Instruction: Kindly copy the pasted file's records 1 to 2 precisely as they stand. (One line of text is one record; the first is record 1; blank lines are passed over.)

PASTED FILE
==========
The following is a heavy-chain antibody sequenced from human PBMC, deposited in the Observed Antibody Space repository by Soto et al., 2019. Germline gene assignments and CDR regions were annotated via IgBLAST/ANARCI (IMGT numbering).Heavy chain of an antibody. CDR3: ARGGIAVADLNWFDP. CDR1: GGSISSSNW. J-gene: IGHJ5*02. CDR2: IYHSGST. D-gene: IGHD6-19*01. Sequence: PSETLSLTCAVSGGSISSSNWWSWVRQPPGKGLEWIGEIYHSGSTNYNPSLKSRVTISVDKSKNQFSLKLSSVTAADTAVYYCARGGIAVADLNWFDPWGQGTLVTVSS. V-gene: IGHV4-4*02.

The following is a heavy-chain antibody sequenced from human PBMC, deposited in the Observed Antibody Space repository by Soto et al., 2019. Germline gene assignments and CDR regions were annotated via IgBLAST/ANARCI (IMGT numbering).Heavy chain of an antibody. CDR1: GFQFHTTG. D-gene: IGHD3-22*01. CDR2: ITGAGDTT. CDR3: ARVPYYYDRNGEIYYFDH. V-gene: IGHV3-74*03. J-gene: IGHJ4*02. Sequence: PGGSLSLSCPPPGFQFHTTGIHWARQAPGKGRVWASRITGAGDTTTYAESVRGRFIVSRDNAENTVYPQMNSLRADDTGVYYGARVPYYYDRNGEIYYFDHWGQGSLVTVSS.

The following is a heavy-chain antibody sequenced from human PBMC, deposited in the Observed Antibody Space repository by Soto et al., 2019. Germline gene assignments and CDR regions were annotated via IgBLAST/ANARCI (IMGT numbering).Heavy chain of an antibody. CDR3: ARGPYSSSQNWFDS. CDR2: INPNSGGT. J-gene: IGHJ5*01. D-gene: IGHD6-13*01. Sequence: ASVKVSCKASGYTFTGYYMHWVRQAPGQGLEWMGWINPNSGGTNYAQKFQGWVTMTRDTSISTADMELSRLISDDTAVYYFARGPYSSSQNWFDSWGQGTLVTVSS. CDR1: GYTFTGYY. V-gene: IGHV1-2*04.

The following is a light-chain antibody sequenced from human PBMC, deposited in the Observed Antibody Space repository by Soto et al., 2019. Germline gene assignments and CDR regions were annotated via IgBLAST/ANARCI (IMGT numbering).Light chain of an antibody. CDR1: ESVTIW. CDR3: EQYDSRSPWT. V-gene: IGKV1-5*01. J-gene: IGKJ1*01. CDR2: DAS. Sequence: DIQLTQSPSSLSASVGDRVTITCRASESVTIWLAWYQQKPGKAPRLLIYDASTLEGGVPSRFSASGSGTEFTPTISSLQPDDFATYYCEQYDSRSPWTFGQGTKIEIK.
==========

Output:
The following is a heavy-chain antibody sequenced from human PBMC, deposited in the Observed Antibody Space repository by Soto et al., 2019. Germline gene assignments and CDR regions were annotated via IgBLAST/ANARCI (IMGT numbering).Heavy chain of an antibody. CDR3: ARGGIAVADLNWFDP. CDR1: GGSISSSNW. J-gene: IGHJ5*02. CDR2: IYHSGST. D-gene: IGHD6-19*01. Sequence: PSETLSLTCAVSGGSISSSNWWSWVRQPPGKGLEWIGEIYHSGSTNYNPSLKSRVTISVDKSKNQFSLKLSSVTAADTAVYYCARGGIAVADLNWFDPWGQGTLVTVSS. V-gene: IGHV4-4*02.

The following is a heavy-chain antibody sequenced from human PBMC, deposited in the Observed Antibody Space repository by Soto et al., 2019. Germline gene assignments and CDR regions were annotated via IgBLAST/ANARCI (IMGT numbering).Heavy chain of an antibody. CDR1: GFQFHTTG. D-gene: IGHD3-22*01. CDR2: ITGAGDTT. CDR3: ARVPYYYDRNGEIYYFDH. V-gene: IGHV3-74*03. J-gene: IGHJ4*02. Sequence: PGGSLSLSCPPPGFQFHTTGIHWARQAPGKGRVWASRITGAGDTTTYAESVRGRFIVSRDNAENTVYPQMNSLRADDTGVYYGARVPYYYDRNGEIYYFDHWGQGSLVTVSS.